the further adventures of

Mike Pirnat

a leaf on the wind

Failing Tests? FFFFFFFUUUUUUUUUUUU...

On Friday I ran across this modest proposal to make the output of Python's unittest2 more closely resemble the emotional state of the tester when there are a lot of failing unit tests. Once my coworkers were done asking if I was all right, or if they should be worried about the cackling and giggles coming from my cube, I resolved to make this dream a reality.

My workplace has settled on the nose testing framework. Like other frameworks, nose offers a plugin architecture to allow all kinds of additional customization and tweaks, and since I had never written one before, it seemed like this might be a good opportunity to give it a try. I found the plugin development docs to be a little too terse and not terribly n00b-friendly, but over the course of a couple of hours I was able to cobble something together. (I mostly ended up cheating off of Kumar McMillan's nose-nicedots, which got me over the hurdle of realizing I needed my own flavor of TestResult to make sure I got the usual stack trace output while still emitting the F's and U's correctly.)

It basically goes like this:

$ nosetests --with-f7u12

.......FFFFFFFFUUUUUUUUUUUUUUUU..U..U..U..U..U..U.
======================================================================
FAIL: test_f7u12.TestGeneratesLotsOfFailures.test_generates_failures(7,)
----------------------------------------------------------------------
Traceback (most recent call last):
File
"/Users/mpirnat/Documents/code/python/nose-f7u12/lib/python2.7/site-packages/nose-1.1.2-py2.7.egg/nose/case.py",
line 197, in runTest
    self.test(*self.arg)
File
"/Users/mpirnat/Documents/code/python/nose-f7u12/src/examples/test_f7u12.py",
line 15, in _make_a_test
    assert False
AssertionError


< lots more test failure output; use your imagination... >


Ran 50 tests in 0.021s

FAILED (errors=30)

After some wrangling with PyPI (which could also be a lot friendlier to a packaging n00b--big thanks to Michael Foord for helping set me straight), it should be easy_install-able, or you can grab the source from Github (patches welcome!). And if you prefer pytest over nose, it looks like they've got a plugin too.

It's a tremendously silly thing, but it brought me some joy; I hope it can brighten your day too, or at least bring some comfort and commiseration to your test failure rage.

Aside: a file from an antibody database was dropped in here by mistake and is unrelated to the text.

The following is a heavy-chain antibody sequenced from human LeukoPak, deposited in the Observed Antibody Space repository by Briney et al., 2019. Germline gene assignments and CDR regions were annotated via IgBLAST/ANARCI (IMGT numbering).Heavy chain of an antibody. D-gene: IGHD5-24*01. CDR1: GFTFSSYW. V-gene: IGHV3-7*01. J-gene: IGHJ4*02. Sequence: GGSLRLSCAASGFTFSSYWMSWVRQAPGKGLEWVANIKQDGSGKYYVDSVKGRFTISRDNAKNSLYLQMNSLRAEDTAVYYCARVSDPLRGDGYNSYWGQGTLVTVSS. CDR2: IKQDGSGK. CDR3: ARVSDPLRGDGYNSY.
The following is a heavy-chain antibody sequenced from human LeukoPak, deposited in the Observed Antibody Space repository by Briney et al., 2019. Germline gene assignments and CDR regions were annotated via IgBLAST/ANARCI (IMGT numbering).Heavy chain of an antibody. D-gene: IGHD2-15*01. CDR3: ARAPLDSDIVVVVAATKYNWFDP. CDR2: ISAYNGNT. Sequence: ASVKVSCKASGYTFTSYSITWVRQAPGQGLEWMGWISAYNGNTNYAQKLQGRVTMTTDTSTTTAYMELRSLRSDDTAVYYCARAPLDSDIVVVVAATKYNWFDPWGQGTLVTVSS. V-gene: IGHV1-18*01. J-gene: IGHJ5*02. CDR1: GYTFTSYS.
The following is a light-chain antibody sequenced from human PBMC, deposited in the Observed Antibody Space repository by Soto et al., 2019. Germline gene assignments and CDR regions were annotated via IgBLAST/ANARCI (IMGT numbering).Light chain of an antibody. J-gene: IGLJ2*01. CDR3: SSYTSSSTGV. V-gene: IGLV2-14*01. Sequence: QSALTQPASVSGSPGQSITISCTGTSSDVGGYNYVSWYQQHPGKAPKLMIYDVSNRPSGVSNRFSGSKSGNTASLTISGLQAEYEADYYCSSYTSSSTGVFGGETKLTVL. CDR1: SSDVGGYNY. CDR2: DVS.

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Return to Clepy; Possible End of the Universe

Forget the LHC--a far surer sign that the end times are nigh is that I've finally been able to attend Clepy for the first time in about 15 months. (In case I do actually cause the implosion of the universe, let me take this opportunity to apologize in advance. Sorry about that; my bad!)

We had an extra-long social period at the start of this month's meeting (while there were some misadventures with pizza delivery), but the bonus casual time was great for meeting new people and getting caught up with people I hadn't seen in a long time.

The main focus of the meeting tonight was a live demo of Gary Bernhardt's TDD tools, Dingus and Mote. I'd seen a little bit of Dingus from following Gary on Twitter, but had not ever seen it in action, and Mote was brand new to me. Dingus is a mocking library that attempts to aggressively and magically isolate the code under test from everything external to it. Mote is a lightweight spec-runner (not "test-runner!") that wants to remove as much verbosity as possible. Thanks to some nifty decorator-fu that makes it super-easy to rig up automatic Dingus isolation in your Mote specs, the two combine to form some kind of TDD Voltron. Mote's a little rough around the edges, but it's brand new and under heavy development, and shows a ton of potential. If you're interested in testing or TDD, check out these tools!

The unsung star of tonight's presentation was Gary's .vimrc, which contains powerful magics for quickly running tests from within vim and displaying their success or failure as a green or red line at the bottom of the buffer. There's plenty more fascinating arcana in there, so it's nice to know that his dot files are on bitbucket too. I'll eventually peruse and dissect them.

This was Clepy's first meeting at LeanDog's floating headquarters; I was really pleased with it as a venue. It's centrally located, easy to get to and from, is highly geek-friendly, and is quite novel as a meeting space. (It's on a boat! Next to a submarine! How great is that?!) I hope we can continue to meet here as it really seems like a positive change. It was also great to see new faces and meet new people tonight; it seems like the group has really started to thrive independently of AGI.

Above all, I really hope to be able to start attending regularly again, even if it does trigger the apocalypse.

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